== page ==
Comments

  1. Bithead says:

    It’s not clear why they need six months to study something that’s been a subject of controversy for years.

    Oh, yes it is.
    It’s called reality, spoiling the well-inetntioned plans of the left, once again. As I indeicated in my Pajamas Media piece this morning:

    As President Obama and his people are briefed on what has been happening in the world these last eight years, the insider’s view has given them a completely new perspective on what to do about the situation, resulting in completely different actions as compared to the ones they were telling everyone they would take once they were given the power.

    This situation is no different. He wants to match his actions to his rethoric, but there’s no way to do that. He’s delaying six months while he and those under him scrable to find a way. They will fail, and once again, Bush policy will prevail in the matter.

    Of course, being 6 months (or longer) down the road by the time a move is actually forced, it will be out of the spotlight, and so not so much of a political problem with the far left, anymore.

  2. Alex Knapp says:

    It’s not clear why they need six months to study something that’s been a subject of controversy for years.

    Probably because the specific facts of the cases in question were classified and unavailable to the Obama team until now.

  3. caj says:

    President Obama is in charge now and has the right to do what he feels is necessary in these cases, we know so many things have been done incorrectly to say the least by Bush.
    He is starting with his own ideas and not those left behind by Bush.

  4. PD Shaw says:

    There is no right to a speedy trial.
    There is no right to a trial.
    Six Months, Six Years, Six Decades, who cares?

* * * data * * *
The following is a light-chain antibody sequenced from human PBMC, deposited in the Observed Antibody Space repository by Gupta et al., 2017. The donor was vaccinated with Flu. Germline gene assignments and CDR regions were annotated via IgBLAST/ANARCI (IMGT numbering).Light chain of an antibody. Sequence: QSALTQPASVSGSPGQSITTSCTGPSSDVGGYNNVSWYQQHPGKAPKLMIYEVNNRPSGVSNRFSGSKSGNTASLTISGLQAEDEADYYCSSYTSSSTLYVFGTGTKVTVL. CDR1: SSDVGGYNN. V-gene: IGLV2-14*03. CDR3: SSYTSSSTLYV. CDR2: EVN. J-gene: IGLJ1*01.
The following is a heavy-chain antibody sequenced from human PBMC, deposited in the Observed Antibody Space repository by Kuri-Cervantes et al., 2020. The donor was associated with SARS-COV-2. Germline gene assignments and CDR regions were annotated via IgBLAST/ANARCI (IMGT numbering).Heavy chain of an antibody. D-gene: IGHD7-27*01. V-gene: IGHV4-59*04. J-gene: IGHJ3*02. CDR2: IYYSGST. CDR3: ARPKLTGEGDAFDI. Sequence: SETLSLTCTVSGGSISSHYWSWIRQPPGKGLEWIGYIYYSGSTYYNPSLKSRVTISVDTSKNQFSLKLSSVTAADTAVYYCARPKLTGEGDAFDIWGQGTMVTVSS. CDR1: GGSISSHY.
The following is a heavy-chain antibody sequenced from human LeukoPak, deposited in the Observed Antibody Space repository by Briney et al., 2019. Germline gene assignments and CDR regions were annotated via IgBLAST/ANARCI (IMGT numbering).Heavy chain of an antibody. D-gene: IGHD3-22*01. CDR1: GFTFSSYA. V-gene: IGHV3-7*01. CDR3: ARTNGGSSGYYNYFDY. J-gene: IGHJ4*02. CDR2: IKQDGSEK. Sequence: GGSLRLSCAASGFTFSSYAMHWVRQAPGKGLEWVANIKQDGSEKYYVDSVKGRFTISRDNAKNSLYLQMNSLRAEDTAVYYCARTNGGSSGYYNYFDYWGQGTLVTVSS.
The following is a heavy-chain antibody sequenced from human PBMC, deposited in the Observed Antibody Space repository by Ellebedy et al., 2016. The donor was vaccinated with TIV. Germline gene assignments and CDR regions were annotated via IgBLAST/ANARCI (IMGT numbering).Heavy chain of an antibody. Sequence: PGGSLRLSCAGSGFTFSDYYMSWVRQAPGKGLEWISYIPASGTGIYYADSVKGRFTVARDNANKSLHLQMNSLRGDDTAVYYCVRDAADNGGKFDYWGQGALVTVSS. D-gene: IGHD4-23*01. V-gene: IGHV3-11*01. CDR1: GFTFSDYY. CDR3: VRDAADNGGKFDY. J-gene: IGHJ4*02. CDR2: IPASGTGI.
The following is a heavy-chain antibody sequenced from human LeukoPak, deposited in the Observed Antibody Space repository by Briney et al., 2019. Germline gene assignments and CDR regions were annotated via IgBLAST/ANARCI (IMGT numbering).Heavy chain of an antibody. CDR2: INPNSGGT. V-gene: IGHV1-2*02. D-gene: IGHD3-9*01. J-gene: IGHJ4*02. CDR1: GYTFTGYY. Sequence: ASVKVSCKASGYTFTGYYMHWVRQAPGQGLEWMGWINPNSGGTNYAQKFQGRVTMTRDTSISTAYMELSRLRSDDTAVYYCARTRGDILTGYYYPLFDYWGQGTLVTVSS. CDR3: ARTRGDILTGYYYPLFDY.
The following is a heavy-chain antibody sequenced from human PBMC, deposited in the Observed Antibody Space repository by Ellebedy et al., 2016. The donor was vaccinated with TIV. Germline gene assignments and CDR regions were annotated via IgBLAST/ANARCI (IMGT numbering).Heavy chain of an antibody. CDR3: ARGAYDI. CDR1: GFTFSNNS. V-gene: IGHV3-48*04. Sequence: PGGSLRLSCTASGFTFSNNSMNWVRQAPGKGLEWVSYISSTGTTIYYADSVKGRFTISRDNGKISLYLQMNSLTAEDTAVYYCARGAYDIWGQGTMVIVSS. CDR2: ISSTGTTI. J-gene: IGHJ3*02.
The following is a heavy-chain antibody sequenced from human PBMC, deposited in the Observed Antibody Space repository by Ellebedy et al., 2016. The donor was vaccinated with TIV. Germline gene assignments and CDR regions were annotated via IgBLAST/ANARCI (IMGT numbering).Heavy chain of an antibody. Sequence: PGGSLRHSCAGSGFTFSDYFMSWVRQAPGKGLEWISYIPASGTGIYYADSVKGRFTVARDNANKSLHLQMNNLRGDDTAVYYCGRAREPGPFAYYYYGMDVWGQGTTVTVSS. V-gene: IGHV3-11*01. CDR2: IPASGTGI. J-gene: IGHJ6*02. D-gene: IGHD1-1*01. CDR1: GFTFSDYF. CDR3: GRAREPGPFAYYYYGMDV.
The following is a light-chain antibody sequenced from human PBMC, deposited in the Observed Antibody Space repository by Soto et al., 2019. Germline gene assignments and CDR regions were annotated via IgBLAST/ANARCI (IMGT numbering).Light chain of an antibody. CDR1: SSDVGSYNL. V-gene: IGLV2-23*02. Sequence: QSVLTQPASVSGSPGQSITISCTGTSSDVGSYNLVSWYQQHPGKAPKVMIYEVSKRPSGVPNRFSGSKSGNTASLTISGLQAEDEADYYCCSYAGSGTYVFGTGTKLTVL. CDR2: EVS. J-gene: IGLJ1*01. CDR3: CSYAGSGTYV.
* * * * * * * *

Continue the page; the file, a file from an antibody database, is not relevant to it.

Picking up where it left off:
5. Triumph says:

    President Obama’s first significant act as chief executive was to order a halt to the military tribunals at Gitmo.

    That should be rephrased to read: “His first significant act was to release his terrorist buddies into the wild and help them maraud and pillage Americans in the service of his Kenyan overlord, Adewale Ogunleye.”

    Get ready everybody. Unless Cheney can pull a miracle, its going to be a long 4 years.

  6. tom p says:

    It’s not clear why they need six months to study something that’s been a subject of controversy for years.

    Probably because the specific facts of the cases in question were classified and unavailable to the Obama team until now.

    Actually I suspect it’s because there is no “one size fits all solution”. The particulars of each case will dictate the way forward in each case.

    This situation is no different. He wants to match his actions to his rethoric, but there’s no way to do that. He’s delaying six months while he and those under him scrable to find a way. They will fail, and once again, Bush policy will prevail in the matter.

    Hahahaheehee… Bit, you crack me up. Bush policy is the trap Obama has fallen into, as he always knew he would.

  7. dutchmarbel says:

    They might also need time to negotiate with other countries about where the detainees could go to if they are freed.

  8. just me says:

    Probably because the specific facts of the cases in question were classified and unavailable to the Obama team until now.

    I am willing to bet he had access to this information once he was elected. AFter all there are briefings on classified information given during the transition period.